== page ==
|Pyrus communis, high density planting, rootstocks, cultivar, fertigation, salinity
The main trend in European pear orchard design is to increase planting density.
High density plantings (HDP) in pear are expanding due to the widespread use of quince rootstocks to reduce tree size and induce early bearing.
However, since HDP entails high investments, the break-even point occurs 5 to 8 years after planting.
Planting density in many districts is increasing to achieve high yields, i.e. over 40-50 t/ha.
Nevertheless, planting density still ranges from less than 1,000 to 13,000 trees/ha.
Increasing pear yields beyond a certain limit can reduce fruit quality if orchard efficiency is not maintained.
Research must advance to upgrade tree efficiency via the use of dwarfing or semi-dwarfing quince or pear clonal rootstocks.
At the moment the most suitable rootstock for HDP is quince C. The planting density with quince C can range from 4,000 to 13,000 trees/ha but the level of management practices and inputs must be high to avoid a loss of tree efficiency.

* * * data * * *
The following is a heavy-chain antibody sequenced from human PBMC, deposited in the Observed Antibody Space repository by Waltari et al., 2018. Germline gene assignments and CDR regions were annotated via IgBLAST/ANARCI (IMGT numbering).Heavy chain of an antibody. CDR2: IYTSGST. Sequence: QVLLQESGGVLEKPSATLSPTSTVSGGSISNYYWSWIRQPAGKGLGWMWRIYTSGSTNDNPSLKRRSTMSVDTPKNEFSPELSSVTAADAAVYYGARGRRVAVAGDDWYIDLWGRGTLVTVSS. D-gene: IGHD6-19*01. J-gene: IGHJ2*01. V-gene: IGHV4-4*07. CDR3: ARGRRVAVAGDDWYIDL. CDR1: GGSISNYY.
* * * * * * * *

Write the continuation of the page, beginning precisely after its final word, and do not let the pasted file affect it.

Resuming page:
For densities ranging from 2,000 and 3,000 trees/ha, the main quince stocks are BA29, which is declining in popularity, and the new Sydo which is gaining in popularity.
New quince stocks with vigour similar to quince C are the East Malling selection QR193-16, marketed as MH, and Adams.
The most important stocks for LDPs are seedlings.
The clonal seedlings from the OH×F series include some especially interesting genotypes like OH×F40 (Farold® 40). Many training systems are suitable to increase planting density, especially the V and vertical axis systems.
New ideas regarding tree shape include plants with 2 or 4 axes so as to divide the vigour over more branches.
Nurseries can provide pre-formed trees with two axes (Bibaum®) ready to be planted or, alternatively, knip the trees for spindle.
In pear a very intensive pruning can enhance fruit set of such cultivars as ‘Abbé Fétel’, ‘Doyenné du Comice’ and ‘Passe Crassane’.
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